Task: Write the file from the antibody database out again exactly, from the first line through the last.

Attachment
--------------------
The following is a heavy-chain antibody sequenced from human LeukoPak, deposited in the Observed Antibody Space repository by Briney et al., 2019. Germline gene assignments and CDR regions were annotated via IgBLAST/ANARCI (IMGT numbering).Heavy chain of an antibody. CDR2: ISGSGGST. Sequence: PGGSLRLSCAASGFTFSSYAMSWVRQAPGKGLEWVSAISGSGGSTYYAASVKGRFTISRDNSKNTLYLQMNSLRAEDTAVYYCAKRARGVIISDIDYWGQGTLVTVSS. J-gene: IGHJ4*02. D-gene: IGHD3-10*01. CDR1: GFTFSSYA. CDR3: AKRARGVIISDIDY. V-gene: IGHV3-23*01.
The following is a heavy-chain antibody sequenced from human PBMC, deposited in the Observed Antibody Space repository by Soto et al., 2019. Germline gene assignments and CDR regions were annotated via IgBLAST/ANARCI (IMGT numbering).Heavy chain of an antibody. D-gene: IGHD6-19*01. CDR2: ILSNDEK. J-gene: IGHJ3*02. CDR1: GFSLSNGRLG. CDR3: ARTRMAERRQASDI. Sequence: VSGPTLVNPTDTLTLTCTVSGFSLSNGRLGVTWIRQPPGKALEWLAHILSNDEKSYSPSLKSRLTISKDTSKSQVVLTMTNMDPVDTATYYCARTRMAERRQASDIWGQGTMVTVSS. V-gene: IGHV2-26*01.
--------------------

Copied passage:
The following is a heavy-chain antibody sequenced from human LeukoPak, deposited in the Observed Antibody Space repository by Briney et al., 2019. Germline gene assignments and CDR regions were annotated via IgBLAST/ANARCI (IMGT numbering).Heavy chain of an antibody. CDR2: ISGSGGST. Sequence: PGGSLRLSCAASGFTFSSYAMSWVRQAPGKGLEWVSAISGSGGSTYYAASVKGRFTISRDNSKNTLYLQMNSLRAEDTAVYYCAKRARGVIISDIDYWGQGTLVTVSS. J-gene: IGHJ4*02. D-gene: IGHD3-10*01. CDR1: GFTFSSYA. CDR3: AKRARGVIISDIDY. V-gene: IGHV3-23*01.
The following is a heavy-chain antibody sequenced from human PBMC, deposited in the Observed Antibody Space repository by Soto et al., 2019. Germline gene assignments and CDR regions were annotated via IgBLAST/ANARCI (IMGT numbering).Heavy chain of an antibody. D-gene: IGHD6-19*01. CDR2: ILSNDEK. J-gene: IGHJ3*02. CDR1: GFSLSNGRLG. CDR3: ARTRMAERRQASDI. Sequence: VSGPTLVNPTDTLTLTCTVSGFSLSNGRLGVTWIRQPPGKALEWLAHILSNDEKSYSPSLKSRLTISKDTSKSQVVLTMTNMDPVDTATYYCARTRMAERRQASDIWGQGTMVTVSS. V-gene: IGHV2-26*01.